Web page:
I have an interesting thought exercise for those complaining that U.S. District Judge Robert J. Shelby’s decision constitutes an act of judicial tyranny because he overruled the will of the majority.
This new atheist monument seems too much about settling scores and not enough about furthering the freedom of (non)religion and the cause of open discourse.
“…Harry Reid has done as much to further the work of the kingdom as any politician that has ever served in national office..”
In the first debate between Romney and Obama, Romney walked out with a historic win. Obama was underprepared and unfocused. But I want to explore another factor that hurt him deeply: he forgot about Romney’s Etch-A-Sketch.
Ever since Mitt Romney declared his intentions to become the Republican nominee for president in 2008, one of the chief criticisms directed at him has been that he isn’t ideologically pure enough, that he isn’t a “true” conservative, or that he’s changed positions on key issues too many times. In other words, he’s weak on Republican principles. But is that necessarily a bad thing?
Whenever a court or a judge strikes down a popular piece of legislation, it’s pretty common to hear political pundits (or the people who parrot their talking points) complain about “activist judges”, a.k.a. “elites who overturn the will of the people”. However, these same people will often turn around the next week and praise similar activities by the judicial branch because they have “upheld the Constitution”. Wise observers of this phenomenon quip that the best definition of “activist judge” is “a judge that deems my legislation of choice to be unconstitutional.”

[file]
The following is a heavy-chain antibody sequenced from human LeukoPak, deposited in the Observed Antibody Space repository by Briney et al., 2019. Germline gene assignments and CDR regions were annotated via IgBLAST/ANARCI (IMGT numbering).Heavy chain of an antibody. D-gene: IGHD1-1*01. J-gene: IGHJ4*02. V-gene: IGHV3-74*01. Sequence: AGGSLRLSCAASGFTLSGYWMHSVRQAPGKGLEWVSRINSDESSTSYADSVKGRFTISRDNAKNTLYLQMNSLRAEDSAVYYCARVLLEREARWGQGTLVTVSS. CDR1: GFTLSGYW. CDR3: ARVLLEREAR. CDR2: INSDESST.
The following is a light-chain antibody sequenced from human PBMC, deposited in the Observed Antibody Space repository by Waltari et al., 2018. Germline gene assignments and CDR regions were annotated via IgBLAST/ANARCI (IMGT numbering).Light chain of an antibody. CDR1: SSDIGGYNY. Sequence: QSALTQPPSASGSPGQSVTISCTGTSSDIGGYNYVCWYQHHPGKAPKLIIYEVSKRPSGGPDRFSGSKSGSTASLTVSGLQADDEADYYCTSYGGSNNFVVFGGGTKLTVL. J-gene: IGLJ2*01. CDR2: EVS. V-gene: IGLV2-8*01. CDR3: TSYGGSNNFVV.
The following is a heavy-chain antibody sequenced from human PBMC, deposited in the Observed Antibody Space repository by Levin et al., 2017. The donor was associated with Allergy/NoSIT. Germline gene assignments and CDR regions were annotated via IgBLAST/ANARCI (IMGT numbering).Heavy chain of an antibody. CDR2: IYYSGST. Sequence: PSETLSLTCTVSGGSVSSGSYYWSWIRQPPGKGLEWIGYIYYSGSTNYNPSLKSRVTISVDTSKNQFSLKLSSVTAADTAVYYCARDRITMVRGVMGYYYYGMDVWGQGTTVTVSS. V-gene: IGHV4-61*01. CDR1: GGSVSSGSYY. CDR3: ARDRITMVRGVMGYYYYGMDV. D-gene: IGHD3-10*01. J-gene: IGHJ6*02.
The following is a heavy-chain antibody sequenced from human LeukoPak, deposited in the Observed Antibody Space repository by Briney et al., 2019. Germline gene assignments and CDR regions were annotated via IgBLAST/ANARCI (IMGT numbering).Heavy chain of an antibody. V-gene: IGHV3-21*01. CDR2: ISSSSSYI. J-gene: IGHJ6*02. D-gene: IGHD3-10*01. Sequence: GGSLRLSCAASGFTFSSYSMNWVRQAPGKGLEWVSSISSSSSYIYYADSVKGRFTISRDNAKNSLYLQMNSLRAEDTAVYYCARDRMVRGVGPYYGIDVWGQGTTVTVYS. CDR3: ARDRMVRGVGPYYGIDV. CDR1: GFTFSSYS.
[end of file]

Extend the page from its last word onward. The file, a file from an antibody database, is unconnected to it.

Now that a couple of states have signed into law their notoriously strident anti-immigration legislation, we’re starting to see the fruits of such labors. And what a heartwarming story it is. Unintended consequences are stacking up, and we’re hearing legislators admit they may have “overlooked” the collateral damage of certain provisions. But didn’t these illegal immigrants welcome the risk in the first place?
I want to thank you for your efforts over the last several years to draw attention to a pressing problem that’s facing our planet: global warming. Your time, your campaigning, your organizing, I think it has been honorable. However, that’s not the purpose for this letter. I’m concerned that you’re the de facto spokesman for scientific community on the matter of global warming.
I ran across some encouraging news today: presidential candidate Mitt Romney and likely presidential candidate Jon Huntsman both accept the science on global warming.
So I’m seeing potential 2012 presidential candidate Jon Huntsman take a lot of heat lately about his particular religious views. You might at first think I meant to say Mitt Romney, and that I meant 2008. Nope. In fact, that’s the ironic thing about it: many of the same people I see now assailing Huntsman for his religion were the same ones crying foul when Romney took heat in 2008 for his religion.